How community can drive innovation
The pressure on organisations to innovate, challenge and self-disrupt is intense. And not without cause. Transformative forces are working on our markets and our societies at an exhausting pace. Sitting in the status quo will consign you to history and the effort can seem overwhelming. But you don’t have to do it alone.
If you’ve built a community as part of your business (internally or externally), you may have a partner-in-waiting for innovation; a rich resource of the energy, perspectives, and focus you need to build a culture of restless reinvention.
Diverse voices, new ideas for innovation
If recent years have taught us anything, it’s that filter bubbles can be hazardous to our health. If you’re trying to do things differently, it helps to see things differently. Even a commitment to challenging your assumptions is hard without the means to turn the box upside down.
The beauty of community is built-in diversity. An invested group of people from diverse backgrounds, with different stories and experiences, is an important corrective to our comfort zones.
Research powerfully demonstrates that diverse teams build better products. Work with your community to unlock new ways to solve problems, hidden problems you can help solve, and the new business opportunities that come with them.
Accountability to get it done
If it’s not met with commitment over time, innovation quickly becomes a one-off campaign or a limp performance goal. Communities have a clarifying effect. The accountability and transparency that binds them helps hold your feet to the flame and ensures you’re focusing on what matters most.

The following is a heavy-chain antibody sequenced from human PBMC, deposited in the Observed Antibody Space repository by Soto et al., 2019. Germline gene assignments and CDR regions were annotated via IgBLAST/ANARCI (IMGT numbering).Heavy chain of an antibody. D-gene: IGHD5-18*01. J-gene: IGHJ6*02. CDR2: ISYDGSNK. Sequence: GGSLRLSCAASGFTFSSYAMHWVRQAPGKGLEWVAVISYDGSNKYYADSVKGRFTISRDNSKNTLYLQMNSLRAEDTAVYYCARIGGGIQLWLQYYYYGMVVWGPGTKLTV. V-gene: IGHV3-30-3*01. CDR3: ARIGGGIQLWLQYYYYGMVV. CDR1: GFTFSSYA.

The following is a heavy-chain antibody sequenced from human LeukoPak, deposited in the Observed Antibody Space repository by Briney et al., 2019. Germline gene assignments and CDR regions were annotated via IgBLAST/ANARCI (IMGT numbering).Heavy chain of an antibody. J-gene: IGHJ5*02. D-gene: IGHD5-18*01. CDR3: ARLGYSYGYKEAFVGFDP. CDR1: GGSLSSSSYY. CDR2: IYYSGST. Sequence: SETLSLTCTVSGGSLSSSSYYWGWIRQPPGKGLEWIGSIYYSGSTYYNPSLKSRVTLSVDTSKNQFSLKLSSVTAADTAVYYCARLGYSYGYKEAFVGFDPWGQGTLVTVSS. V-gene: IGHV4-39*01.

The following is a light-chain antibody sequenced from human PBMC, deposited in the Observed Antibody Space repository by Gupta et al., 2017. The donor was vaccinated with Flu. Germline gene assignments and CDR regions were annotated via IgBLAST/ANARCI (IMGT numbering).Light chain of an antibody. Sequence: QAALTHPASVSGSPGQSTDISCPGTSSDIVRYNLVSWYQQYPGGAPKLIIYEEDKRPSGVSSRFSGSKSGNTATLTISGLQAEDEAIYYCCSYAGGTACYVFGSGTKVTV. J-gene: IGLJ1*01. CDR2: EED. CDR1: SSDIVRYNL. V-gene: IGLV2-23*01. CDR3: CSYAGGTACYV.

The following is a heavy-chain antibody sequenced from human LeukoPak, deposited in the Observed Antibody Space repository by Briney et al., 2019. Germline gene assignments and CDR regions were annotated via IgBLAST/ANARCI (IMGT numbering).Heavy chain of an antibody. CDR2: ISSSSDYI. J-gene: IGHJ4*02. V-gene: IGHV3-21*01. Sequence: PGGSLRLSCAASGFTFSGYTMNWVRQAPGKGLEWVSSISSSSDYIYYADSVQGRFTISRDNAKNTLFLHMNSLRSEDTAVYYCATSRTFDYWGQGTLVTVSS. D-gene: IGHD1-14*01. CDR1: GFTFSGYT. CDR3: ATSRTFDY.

Even the most disciplined among us can shrug it off as too hard. The inter-dependence of relationships in a community creates intrinsic motivation to follow through. We don’t want to let the group down, and their expectation builds commitment to the journey of innovation – not just the mission statement.
Increase power through scale
The networked effects of a community can help scale victories and diffuse setbacks. Decentralisation can improve collaboration and performance, as information, knowledge and resources are more widely available.
Tap into existing community flows to fast-track learning and iteration. Connections and outcomes can happen faster, not slowed down by artificial hierarchies well known to inhibit innovation.
There are still natural leaders and people who take on specific roles within the community; there is still structure and focus. But a social network free to move horizontally can accelerate a good idea and shut down a problem with heightened efficiency, free of vertical red tape.
Empathy and understanding
The best innovation has a human centre. Successful innovation cultures keep people at their core.
To create ideas that will be transformative, we need to understand the innate value they’ll deliver – and to do that we need to understand what matters intrinsically to our customers or audience. Leaning into the connections of community helps build our capacity for empathy and our understanding of those we’re trying to serve – or who share our desire to serve.
Don’t be the business mocked on social media for how out of touch they are with their market. Be the one people think read their minds because they ‘get you’.